Bad Things Happen When Politicians Think They Understand Technology
from the not-so-good dept
Then we have the big cybercrime bill put forth by
"Despite all [the] best efforts, we do have concerns regarding whether government can rapidly recognize best practices without defaulting to a one-size-fits all approach," they wrote.This is one of those bills that sounds good for the headlines (cybercrime is bad, we need to stop it), but has the opposite effect in reality: setting up needless "standards" that actually prevent good security practices. It's bills like both of these that remind us that technologically illiterate politicians making technology policy will do funky things, assuming that technology works with some sort of magic.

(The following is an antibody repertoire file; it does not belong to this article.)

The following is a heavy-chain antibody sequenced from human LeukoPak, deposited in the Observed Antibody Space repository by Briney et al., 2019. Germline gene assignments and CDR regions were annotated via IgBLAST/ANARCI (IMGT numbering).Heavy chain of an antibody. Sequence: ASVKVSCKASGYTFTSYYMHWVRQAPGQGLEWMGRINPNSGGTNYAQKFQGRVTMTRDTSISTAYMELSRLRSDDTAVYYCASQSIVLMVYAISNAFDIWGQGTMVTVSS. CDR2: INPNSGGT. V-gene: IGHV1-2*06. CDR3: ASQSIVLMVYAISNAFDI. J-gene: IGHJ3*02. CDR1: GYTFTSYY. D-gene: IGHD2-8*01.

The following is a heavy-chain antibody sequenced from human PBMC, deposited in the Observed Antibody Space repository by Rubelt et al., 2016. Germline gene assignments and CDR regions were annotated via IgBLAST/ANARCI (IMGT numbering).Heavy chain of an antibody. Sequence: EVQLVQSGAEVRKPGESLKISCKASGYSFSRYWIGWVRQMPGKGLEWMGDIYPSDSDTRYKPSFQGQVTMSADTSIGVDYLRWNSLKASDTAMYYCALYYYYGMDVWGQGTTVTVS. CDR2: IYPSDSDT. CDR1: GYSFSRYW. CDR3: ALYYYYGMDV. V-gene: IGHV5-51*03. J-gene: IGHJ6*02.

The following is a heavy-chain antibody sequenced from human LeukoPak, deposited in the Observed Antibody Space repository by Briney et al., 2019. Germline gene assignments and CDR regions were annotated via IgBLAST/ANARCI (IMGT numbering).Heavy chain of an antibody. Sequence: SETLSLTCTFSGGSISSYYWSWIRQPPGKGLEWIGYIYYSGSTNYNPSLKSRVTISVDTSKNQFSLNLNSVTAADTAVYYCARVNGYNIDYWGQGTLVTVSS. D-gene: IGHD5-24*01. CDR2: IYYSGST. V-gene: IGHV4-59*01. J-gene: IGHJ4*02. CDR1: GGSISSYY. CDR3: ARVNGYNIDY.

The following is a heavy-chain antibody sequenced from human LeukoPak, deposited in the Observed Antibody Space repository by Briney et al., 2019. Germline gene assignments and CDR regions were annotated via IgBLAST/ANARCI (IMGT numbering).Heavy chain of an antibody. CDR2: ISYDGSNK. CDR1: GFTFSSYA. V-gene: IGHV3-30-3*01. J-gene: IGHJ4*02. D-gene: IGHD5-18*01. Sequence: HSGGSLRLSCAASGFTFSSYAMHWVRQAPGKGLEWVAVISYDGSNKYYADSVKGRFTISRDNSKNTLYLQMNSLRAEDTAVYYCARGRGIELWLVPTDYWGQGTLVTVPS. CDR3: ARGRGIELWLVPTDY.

"The NIST-based requirements framework in the bill, coupled with government procurement requirements, if not clarified, could have the unintended effect of hindering the development and use of cutting-edge technologies, products, and services, even for those that would protect our critical information infrastructure."
They added the bill might impose a bureaucratic employee-certification program on companies or give the president the authority to mandate security practices.